Ann Arbor Area Business Monthly
Small Business and the Internet
By Mike Gould
You light up my life…
Debby Boone 1977 Written by Joe Brooks
OK, time for another hard-hitting political analysis from the punditry of … ah, no. Not gonna go there. Wouldn’t be prudent. En-mired as we all are in the deadly effluent oozing from Washington these days, a bit of light in the darkness is called for, so here is a shiny happy piece about stuff you can wear that lights up. You’re welcome.
This Little Light of Mine
Geezer alert - back in the day, Ann Arbor: I remember the time I saw my first LED. They had just come on the market and I was down at Purchase Radio buying tiny grain-of-wheat incandescent light bulbs for props I was building for Junior Theater, the A2 Rec Dept. group I worked with back in high school. These little bulbs were generally used as indicator lights and as streetlights in model railroads. I used them to build the more explosive and shiny gizmos used by the actors playing wizards, etc. onstage. I was looking for the smallest light source I could get to make a glowing magical mushroom, and a sales guy pointed me to an even smaller doodad than I had been using. This was the new-fangled LED. I bought a couple, and immediately blew them up, not realizing there was more electronics involved.
I eventually learned to work with them, leading up to the moment on stage at the Michigan Theater where I wore LEDs over my eyelids as a member of the Martian Entropy Band. I controlled them by touching two rings together on my hand. Long story, point being that I think it’s cool to wear lights on special occasions. I have this steampunk derby with goggles and a small flashlight on it…
Three Letter Acronyms (a fine bit of meta naming, that) are rife in today’s alphanumeric landscape, so let’s go exploring.
LED – Light Emitting Diode. These make up the bulk of today’s flashlights and automotive lights, and are starting to make their way into household light sockets across the country. This is the heart of the new lighting tech: these are tiny electronic specks that light up when you apply power (or “juice”, as we techies like to say.)( Well, I do.) They are very efficient, low power, low heat, and provide a wide variety of colors for interior decoration. These are what are replacing the CFLs (Compact Fluorescent Lights), which replaced the low-efficiency, high heat incandescent bulbs most of us grew up with.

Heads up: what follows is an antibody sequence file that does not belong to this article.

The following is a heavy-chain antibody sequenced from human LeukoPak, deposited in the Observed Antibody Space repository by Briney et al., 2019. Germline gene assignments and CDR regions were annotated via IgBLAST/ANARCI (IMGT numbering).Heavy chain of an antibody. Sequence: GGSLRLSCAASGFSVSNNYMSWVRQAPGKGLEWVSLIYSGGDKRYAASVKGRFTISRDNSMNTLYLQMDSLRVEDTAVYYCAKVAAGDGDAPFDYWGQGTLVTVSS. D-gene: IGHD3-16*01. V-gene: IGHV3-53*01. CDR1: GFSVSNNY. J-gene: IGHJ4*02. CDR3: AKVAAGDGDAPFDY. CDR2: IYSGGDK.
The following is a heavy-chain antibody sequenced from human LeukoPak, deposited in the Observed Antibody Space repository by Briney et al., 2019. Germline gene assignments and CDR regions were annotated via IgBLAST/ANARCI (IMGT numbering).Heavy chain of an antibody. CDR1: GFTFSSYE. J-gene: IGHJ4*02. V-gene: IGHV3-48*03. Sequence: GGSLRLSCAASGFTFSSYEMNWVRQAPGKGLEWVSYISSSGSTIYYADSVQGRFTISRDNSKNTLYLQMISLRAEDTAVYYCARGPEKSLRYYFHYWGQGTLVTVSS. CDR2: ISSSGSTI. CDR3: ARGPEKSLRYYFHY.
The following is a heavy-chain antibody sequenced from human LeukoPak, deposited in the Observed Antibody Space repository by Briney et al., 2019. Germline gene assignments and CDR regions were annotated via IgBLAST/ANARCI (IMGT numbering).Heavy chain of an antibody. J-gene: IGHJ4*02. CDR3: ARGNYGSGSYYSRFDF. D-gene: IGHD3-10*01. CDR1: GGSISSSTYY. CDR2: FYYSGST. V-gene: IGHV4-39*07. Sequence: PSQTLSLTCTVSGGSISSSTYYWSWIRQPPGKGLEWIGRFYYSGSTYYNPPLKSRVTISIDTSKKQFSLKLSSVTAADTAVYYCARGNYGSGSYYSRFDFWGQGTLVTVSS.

COB – Chips On Board. These are multiple LEDs mounted on a common circuit board - using multiple LEDs increases the amount of light you can put in a small space. These are what you see in most bright light uses, including household lighting. I recently replaced all the lights in my office with LED jobbies – they are as bright as the CFLs they replaced, cost about as much, and will last forever. They are available as pure white lights, good for workshops and kitchens, and in a warmer color, which is more suitable to living rooms, etc.
EL – Electroluminescent. This is a different technology, found mostly in panels and wire form. Not as bright at LEDs, this is ideal in wire format to sew into costumes to provide an outline and additional detailing that glows in the dark. The panels you see as nightlights in hardware stores - pale glowing greenish squares, use this technology.
You see EL wire a lot at events like FoolMoon, where gleeful participants party after dark in downtown Ann Arbor around April Fools day. (URL below). Illuminatus will be there again this year; look for the booth with the lasers shooting out of it draped with glowing EL wire. If you go to the FoolMoon site, note the lumenaria art that people are carrying on sticks: LED powered, all.
Another way to incorporate this into lumen-rich style is to use light-conducting fiber optics to connect LEDs to a cloth undergarment. See the site below for some stunning dresses and suits, as well as purses and such. Fiber optics have been around for years as home lighting accents, and someone finally figured out how to incorporate them into clothes – cool!
Dress for Success
The first time I saw a serious light-up piece of clothing was at a Blue Man performance around 15 years ago. A woman came out wearing a fabulous dress that lit up and did sequencing. My wife Salli immediately said (“…Want!...”). As this was a number of years back, the dress had a long umbilical cord attached to an off-stage controller and power supply. These days, you could no doubt control this from a small fanny pack.
The Blue Man group also do a lot with EL wire and fluorescent paint. If you ever get the chance to see them, run, don’t walk, to get tickets. A not-to-be missed visual and music extravaganza.
Why Would I Want to Set Myself Alight?
Because it’s fun. Think party clothes, costuming, attention-getters at expos, etc. Below are sources for various bits of photonic-enhanced toggery, for those who can’t/don’t want to build your own. For those of you seamstresses/seamsters out there, there is a whole culture built around building your own lit clothing. See the Make article below.
In fact there is so much interest online, it is only a matter of time before illuminated clothing hits the mainstream and becomes available at TJ Maxx, etc. Whoops, I just checked and TJ has this already. See? I told ya.
Light up clothing:
Make Magazine EL hoodie article:
Mike Gould spends a lot of time lighting things up, mostly with lasers. He was a mouse wrangler for the U of M for 20 years, runs the MondoDyne Web Works/Macintosh Training/Photography mega-mall, is a laser artist, directs the Illuminatus Lasers, and welcomes comments addressed to firstname.lastname@example.org.